In 2018 a real estate controversy typical of today’s major cities erupted. The federal government’s real estate branch was accused of sitting on the property in hopes of realizing big gains in value — in a city short of housing. Only a fleeting comment touched on the history of the house that was not a home.
As of 2022, Google aerial photos show that the house that is not a home still stands.
A chronology of the villa’s events, notes on sources, miscellaneous internet resources and a bibliography are provided in this pdf.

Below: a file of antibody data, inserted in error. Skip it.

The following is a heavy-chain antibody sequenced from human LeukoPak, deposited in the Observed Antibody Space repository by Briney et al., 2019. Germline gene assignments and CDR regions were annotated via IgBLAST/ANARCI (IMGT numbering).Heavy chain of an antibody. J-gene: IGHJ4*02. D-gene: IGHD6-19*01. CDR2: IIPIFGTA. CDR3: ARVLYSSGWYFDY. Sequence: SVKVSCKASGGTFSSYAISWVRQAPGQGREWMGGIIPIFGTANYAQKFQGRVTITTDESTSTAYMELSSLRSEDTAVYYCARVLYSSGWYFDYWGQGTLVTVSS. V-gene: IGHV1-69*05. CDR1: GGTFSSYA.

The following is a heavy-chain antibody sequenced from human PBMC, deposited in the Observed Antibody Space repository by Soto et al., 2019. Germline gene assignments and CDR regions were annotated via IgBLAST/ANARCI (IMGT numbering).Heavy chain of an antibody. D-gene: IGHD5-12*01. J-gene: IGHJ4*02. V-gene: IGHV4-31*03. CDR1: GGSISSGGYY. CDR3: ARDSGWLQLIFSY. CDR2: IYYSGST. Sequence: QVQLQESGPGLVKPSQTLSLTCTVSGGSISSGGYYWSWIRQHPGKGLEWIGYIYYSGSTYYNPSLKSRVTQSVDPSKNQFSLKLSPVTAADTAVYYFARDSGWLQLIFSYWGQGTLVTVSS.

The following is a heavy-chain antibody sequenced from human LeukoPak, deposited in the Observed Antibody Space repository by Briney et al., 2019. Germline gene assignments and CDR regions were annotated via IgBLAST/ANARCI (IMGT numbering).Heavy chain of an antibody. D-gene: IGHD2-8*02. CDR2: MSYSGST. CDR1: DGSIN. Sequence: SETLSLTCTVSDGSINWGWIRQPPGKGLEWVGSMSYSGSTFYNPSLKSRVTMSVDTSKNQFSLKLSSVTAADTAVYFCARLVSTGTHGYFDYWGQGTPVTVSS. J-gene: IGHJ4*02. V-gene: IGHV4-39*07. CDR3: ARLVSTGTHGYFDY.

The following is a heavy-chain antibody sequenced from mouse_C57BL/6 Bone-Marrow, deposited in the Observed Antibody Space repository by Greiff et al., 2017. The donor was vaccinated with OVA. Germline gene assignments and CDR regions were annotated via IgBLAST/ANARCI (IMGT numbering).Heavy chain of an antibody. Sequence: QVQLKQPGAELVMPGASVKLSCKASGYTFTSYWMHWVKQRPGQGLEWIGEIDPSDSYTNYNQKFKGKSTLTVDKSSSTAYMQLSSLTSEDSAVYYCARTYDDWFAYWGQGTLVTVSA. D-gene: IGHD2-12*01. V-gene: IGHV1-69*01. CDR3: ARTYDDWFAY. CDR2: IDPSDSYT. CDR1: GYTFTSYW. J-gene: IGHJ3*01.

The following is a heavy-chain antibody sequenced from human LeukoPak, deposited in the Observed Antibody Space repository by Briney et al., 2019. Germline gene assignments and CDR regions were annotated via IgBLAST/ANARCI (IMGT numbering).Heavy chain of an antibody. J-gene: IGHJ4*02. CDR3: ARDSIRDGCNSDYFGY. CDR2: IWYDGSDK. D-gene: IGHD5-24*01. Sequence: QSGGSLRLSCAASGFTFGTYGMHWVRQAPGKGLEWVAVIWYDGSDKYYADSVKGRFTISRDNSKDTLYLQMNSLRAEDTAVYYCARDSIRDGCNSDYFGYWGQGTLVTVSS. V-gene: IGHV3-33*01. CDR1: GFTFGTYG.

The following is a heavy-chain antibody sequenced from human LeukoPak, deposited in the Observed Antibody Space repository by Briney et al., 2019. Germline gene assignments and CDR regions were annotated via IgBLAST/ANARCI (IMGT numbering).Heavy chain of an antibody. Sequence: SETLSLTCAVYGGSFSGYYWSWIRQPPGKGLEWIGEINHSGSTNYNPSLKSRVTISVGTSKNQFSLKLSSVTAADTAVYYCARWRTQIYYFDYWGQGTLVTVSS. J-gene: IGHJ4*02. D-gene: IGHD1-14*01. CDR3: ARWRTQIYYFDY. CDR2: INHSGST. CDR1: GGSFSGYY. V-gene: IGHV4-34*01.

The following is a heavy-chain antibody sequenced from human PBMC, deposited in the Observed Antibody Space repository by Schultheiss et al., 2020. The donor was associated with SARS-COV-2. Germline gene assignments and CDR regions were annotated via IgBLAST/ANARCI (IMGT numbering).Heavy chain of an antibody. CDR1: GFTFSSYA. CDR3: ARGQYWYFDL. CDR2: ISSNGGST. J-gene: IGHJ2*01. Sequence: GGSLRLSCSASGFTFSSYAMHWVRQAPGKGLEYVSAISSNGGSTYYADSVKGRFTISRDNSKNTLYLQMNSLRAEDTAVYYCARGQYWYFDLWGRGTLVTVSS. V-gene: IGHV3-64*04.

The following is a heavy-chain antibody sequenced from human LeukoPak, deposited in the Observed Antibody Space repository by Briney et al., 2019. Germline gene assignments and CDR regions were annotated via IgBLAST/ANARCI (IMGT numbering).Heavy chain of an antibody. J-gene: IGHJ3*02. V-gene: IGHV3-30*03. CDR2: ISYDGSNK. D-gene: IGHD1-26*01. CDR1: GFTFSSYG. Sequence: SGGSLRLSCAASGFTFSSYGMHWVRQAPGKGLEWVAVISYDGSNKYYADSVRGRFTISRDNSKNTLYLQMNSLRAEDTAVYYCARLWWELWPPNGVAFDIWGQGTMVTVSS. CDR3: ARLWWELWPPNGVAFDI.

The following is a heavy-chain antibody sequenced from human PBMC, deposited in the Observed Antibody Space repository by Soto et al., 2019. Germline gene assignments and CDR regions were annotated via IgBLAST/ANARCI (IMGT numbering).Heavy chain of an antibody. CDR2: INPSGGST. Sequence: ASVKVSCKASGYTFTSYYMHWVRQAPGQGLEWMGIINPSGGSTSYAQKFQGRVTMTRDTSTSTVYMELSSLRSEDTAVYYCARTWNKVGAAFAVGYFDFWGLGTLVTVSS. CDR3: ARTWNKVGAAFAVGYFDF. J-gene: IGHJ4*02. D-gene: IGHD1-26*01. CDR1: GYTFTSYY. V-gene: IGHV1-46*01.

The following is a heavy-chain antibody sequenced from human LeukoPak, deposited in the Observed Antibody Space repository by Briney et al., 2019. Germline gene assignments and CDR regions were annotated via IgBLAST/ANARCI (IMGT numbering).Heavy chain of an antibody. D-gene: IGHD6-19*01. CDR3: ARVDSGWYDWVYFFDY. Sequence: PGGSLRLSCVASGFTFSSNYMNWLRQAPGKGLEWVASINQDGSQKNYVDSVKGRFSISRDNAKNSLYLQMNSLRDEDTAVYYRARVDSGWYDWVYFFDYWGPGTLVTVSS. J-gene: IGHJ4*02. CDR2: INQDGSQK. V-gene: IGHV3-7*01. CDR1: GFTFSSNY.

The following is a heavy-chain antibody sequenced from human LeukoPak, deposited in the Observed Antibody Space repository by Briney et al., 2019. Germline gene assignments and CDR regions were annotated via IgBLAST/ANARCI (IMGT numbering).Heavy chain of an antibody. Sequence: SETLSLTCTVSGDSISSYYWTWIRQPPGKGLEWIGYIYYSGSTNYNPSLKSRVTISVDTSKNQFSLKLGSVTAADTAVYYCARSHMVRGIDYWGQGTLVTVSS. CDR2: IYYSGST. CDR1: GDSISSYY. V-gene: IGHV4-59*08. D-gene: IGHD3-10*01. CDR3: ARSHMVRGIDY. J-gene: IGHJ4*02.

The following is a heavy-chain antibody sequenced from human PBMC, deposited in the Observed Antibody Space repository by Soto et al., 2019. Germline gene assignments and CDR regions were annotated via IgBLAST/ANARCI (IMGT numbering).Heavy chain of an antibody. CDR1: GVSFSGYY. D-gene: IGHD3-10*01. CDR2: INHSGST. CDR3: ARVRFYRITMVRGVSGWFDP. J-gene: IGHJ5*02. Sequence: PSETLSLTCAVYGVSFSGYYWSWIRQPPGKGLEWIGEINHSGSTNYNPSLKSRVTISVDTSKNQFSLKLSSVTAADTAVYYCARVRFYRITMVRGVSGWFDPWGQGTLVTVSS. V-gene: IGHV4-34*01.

Many people have assisted with the 1945–2022 project. I would particularly like to thank Florian Weiss of the Allied Museum Berlin for his help in obtaining the Zehlendorf property book records, Uta Birkemeyer of the Allied Museum Berlin for her ideas on including Michèle M. in these accounts, Michèle M. for agreeing, Udo Dittfurth of the S-Bahn Museum, Arik Komets for setting an outstanding example in his research and writing, the librarians of the State Library of Berlin where I first saw clues that a good story was waiting in tree-shaded Sven-Hedin-Strasse, and my family and friends for putting up with this hobby. Adolf Knackstedt provide a look inside in the Wall construction era. And, of course, posthumous appreciation for Dr. Robert Cruden of the Lewis & Clark College History Department. Any errors or confusion of the facts are mine and where speculation is necessary, I have tried to identify it. There are opportunities in the gaps here for student research projects in either the U.S. or in Germany. — rwr